Many of us make mistakes when it comes to poultry farming. These mistakes are due to lack of experience, improper guidance, or any other reason. In this article, we are going to look at the mistakes of poultry farmers. Every farmer’s mistake is different. The new farmer may suffer due to insufficient knowledge and skills, while the experienced farmer may suffer due to overconfidence or negligence.
These mistakes are made by new poultry farmers because they have no previous experience. New poultry farmers are advised to be very careful when starting a new farm to avoid these mistakes. Every farmer makes these mistakes during his career as a poultry farmer. We want all poultry farmers to avoid these common mistakes and pay special attention to these mistakes. Following are the simple guidelines to prevent a lot of mistakes in poultry farming.
Common mistakes everyone makes in poultry farming
Not seeing a sick bird on time
It is very important to observe your birds every day so that if you have a sick or injured bird you can see it in time and remove it for treatment. It’s a good idea to get used to your bird’s normal behavior and to observe them daily. All your birds should be active and their eyes should have a nice shiny, healthy red or pink comb, and their wings should be clean, glossy, and well-preened.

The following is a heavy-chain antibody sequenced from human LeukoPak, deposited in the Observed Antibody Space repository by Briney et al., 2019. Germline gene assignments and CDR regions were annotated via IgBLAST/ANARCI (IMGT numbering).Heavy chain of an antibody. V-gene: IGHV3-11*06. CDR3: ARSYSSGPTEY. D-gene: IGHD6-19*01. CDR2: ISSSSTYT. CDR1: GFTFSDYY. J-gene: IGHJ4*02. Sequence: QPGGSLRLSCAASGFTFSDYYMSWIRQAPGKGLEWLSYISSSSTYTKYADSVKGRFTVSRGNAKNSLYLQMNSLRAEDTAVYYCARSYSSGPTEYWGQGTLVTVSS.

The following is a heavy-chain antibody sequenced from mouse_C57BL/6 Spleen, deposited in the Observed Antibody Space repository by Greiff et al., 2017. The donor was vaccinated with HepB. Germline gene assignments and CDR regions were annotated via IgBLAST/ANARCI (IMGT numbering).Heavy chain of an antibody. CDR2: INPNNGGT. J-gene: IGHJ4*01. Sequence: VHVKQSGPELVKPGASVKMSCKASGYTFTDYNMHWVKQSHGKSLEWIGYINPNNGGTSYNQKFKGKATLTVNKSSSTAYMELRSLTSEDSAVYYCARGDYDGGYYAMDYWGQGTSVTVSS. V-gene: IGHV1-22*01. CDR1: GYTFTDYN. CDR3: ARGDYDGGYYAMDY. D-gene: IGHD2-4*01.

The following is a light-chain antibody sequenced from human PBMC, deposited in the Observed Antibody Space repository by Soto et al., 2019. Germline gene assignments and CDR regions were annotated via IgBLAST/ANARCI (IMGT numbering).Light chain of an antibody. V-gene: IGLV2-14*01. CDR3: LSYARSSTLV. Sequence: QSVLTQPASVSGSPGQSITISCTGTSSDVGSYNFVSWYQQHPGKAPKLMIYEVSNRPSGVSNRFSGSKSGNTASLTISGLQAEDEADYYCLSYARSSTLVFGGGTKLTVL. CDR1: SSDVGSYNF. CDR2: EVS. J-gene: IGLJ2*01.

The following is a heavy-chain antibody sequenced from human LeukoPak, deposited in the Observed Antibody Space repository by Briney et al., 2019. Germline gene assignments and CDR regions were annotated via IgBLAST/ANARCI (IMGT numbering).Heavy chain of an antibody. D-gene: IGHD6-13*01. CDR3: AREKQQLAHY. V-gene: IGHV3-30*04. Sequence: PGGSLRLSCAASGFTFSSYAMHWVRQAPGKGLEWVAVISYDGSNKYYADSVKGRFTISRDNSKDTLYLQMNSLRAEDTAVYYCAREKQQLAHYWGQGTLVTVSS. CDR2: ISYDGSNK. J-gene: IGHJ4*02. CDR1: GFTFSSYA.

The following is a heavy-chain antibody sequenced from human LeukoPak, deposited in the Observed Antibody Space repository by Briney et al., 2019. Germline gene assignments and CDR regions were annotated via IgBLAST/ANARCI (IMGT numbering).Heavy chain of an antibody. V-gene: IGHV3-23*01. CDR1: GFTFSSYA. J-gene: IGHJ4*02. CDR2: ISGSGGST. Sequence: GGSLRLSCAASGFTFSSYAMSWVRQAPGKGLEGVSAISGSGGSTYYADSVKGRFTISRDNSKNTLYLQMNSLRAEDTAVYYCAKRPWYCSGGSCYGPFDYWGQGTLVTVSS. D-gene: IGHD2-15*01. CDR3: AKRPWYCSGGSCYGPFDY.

Symptoms of sick birds include;
- Moving slowly, and not being interested in eating
- Not eating or drinking
- Swollen legs or feet
- Head pulled tightly in
- Droopy wings and tail
- Heavy or strained breathing
- Decreased egg production
- Acting lethargic
- 1Sneezing, wheezing, or coughing
- Pale or purple comb, and wattles
- Cloudy, leaky, swollen, or watery eyes
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If there is a sick or injured bird, it is best to separate it as soon as possible. Examine the sick bird’s weight, vent, face, mouth, and nostrils, and see blood, scabs, and other symptoms of injury. Treat the bird, check it out before sending it back to the flock.
To make it commercially viable and sustainable, an emerging farmer must provide the right type of housing for the poultry practice system. The main purpose of poultry housing is to provide a healthy, comfortable environment for chickens to ensure maximum production at affordable prices. The main environmental conditions inside chicken houses are as follows;
Chicken are warm-blooded animals whose body temperature ranges from 40.6°C to 41.7°C. When a chicken hatches, its body temperature drops to about 39.7°C. Chickens cannot maintain their body temperature. Therefore, to maintain it inside the house, it is necessary to have insulation of roofs and walls.
The purpose is to introduce fresh air, remove stale air and control the temperature in the house. In open houses, this flow is controlled by plastic curtains. So, for these curtains it is necessary to open from top to bottom, leaving a ‘skirt’ at the bottom. This prevents cold air from flying directly over the chickens. Many curtains of failed projects were closed from top to bottom or controlled by poles.